“The Chinese yuan will increasingly play an important role in Asia,” he said. “It does mean that the U.S. dollar will be less important as a currency for transactions in Pacific rim trade.”

Bergstrand compared the role of the dollar on the world stage now to the waning of the British pound 100 years ago as the most prominent currency for international transactions.

For more than a decade, critics have said the Chinese government has kept the value of its currency artificially low, giving Chinese exporters an unfair advantage over their U.S. counterparts by making Chinese goods cheaper overseas. Washington has pushed for a revaluation. Beginning in June 2010, facing increased inflation, China began to let its currency float gradually up.

Kupchan 7said the currency pact is more symbolic than significant right now for the United States. “This pact hardly unseats the dollar as the world’s dominant currency,” he said. “But it is a clear sign that China is headed in the direction of internationalizing the renminbi.”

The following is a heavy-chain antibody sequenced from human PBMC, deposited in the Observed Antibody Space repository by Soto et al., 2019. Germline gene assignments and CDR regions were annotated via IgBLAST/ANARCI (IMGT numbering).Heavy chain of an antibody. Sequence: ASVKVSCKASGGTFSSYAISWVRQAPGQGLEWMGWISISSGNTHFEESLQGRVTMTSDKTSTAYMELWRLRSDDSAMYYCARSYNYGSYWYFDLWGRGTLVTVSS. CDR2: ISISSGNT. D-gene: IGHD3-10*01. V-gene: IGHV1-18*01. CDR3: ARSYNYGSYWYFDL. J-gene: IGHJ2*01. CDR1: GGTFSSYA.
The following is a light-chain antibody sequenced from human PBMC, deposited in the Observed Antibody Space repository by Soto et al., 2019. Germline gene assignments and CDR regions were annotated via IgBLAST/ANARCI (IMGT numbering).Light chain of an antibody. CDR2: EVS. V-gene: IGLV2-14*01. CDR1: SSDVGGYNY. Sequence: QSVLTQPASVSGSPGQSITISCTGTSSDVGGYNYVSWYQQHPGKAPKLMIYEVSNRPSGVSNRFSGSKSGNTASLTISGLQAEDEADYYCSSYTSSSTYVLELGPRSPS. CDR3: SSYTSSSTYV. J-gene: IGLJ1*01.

quote:
Originally posted by SuperMike:
and another war in the making with Iran when the country dey deep in the shyte hole.
Before waging war on China and Japan the us 0f a has to defeat Iran. Now defeating Iran will take from 10 to 20 years after which time China will have become by far the largest economy on the planet. As you can see, the US is in deep shyt.
quote:
Originally posted by Ramakant_p:
With china, Japan and India not trading in the US dollar, It wouldn't amount to much..

The East Countries would soon follow..
Well, you are talking about the third and second economies in the world. That's a lot of trade.